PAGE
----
Source: Neurology, online February 1, 2017.
Copyright: LLC 2017

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Cardiovascular Health May Begin with Breakfast

There are several ways to lower the risks of heart attack, cardiovascular disease, blood vessel diseases, and stroke. Although it is important to watch the kind of food that goes into the body, many studies have shown that it may be equally as important to pay attention to the timing of meals. Here are three ways to boost cardiovascular health:
1. Meal Planning. According to a statement released by the American Heart Association, planning the meals and snacks that you have throughout the day can help lower the risks of cardiovascular disease. This is due to the metabolic rates of the body throughout the day.
2. Eating Breakfast Daily. Several studies have found correlations between increased cardiovascular health and people who consume breakfast regularly. There is a much lower risk of high cholesterol and high blood pressure associated with those who consume breakfast daily.
3. Lowering Food Consumption in the Evening. At night it is harder for the body to digest and process various foods. Many studies have shown that this may be due to a decreased metabolic rate in the evening. For this reason, lowering the amount of food eaten in the evening can lead to better cardiovascular health.
Using these methods to carefully plan meals and snacks for each day can help reduce the many risk factors surrounding cardiovascular disease including high blood pressure, high cholesterol, obesity, and insulin complications such as insulin resistance.

Source: Circulation, online January 30, 2017.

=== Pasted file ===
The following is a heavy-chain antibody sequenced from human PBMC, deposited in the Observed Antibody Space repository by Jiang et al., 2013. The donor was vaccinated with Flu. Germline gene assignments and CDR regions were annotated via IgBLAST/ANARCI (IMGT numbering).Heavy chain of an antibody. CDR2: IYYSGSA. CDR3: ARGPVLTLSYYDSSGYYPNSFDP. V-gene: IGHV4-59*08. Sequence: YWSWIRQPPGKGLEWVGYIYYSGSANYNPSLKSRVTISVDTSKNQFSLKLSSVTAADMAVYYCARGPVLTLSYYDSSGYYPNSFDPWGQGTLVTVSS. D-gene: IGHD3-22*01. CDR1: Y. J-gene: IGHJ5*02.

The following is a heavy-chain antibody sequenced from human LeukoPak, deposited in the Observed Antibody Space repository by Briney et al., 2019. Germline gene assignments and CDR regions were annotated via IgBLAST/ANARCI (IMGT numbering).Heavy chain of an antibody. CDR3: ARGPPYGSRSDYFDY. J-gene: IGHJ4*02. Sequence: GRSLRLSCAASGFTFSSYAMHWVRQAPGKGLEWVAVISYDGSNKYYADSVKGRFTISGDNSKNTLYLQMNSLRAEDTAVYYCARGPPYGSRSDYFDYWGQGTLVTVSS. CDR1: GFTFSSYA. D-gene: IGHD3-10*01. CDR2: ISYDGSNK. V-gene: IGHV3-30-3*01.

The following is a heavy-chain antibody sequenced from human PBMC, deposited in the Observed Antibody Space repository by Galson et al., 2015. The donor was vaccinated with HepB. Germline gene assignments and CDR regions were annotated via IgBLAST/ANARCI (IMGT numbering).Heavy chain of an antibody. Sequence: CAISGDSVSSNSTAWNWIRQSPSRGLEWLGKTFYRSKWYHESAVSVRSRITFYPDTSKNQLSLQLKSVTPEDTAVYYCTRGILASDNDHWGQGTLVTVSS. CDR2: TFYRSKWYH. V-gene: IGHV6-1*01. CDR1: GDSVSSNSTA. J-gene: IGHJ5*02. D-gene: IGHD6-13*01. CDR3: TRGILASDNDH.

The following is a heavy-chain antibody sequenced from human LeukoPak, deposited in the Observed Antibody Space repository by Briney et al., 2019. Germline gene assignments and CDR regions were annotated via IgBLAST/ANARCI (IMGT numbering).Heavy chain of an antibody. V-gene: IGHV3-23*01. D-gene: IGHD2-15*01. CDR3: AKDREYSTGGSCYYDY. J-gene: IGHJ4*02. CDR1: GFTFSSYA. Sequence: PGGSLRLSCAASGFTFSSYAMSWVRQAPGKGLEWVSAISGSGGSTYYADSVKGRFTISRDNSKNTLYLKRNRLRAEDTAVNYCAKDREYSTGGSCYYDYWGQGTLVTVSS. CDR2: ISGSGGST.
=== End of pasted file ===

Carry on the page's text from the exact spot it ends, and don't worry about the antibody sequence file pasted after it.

Copyright: LLC 2017

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Preventing Cognitive Decline with Mental Stimulation

With the increasing global concern surrounding dementia and related cognitive problems in the elderly, being able to successfully prevent these issues is of great importance. JAMA Neurology conducted a study to research the effects of various forms of mental stimulation on cognitive delays in elderly participants. The study found several forms of mental stimulation that can reduce the risks of cognitive problems in the elderly. For instance, playing games and participating in regular social events was found to decrease the risk of cognitive delay by more than 20%. While participating in crafting activities can lower the risk by 28%, and learning to use a computer can reduce the risk as much as 30%. Maintaining a healthy lifestyle by choosing to eat healthy and exercise regularly has also been proven in many studies to reduce cognitive delay. Combining this with regular mental stimulation is a great way to help reduce the risks even further. According to Dr. Denise Park of the University of Texas, participating in new activities or tasks may be more effective than the repetition of familiar activities in preventing cognitive problems. Overall, it is important for older adults to participate in mentally stimulating activities and try to maintain a healthy lifestyle through proper diet and exercise. This may prove to be their best defense against cognitive decline.

Source: JAMA Neurology, online January 30, 2017.
Copyright: LLC 2017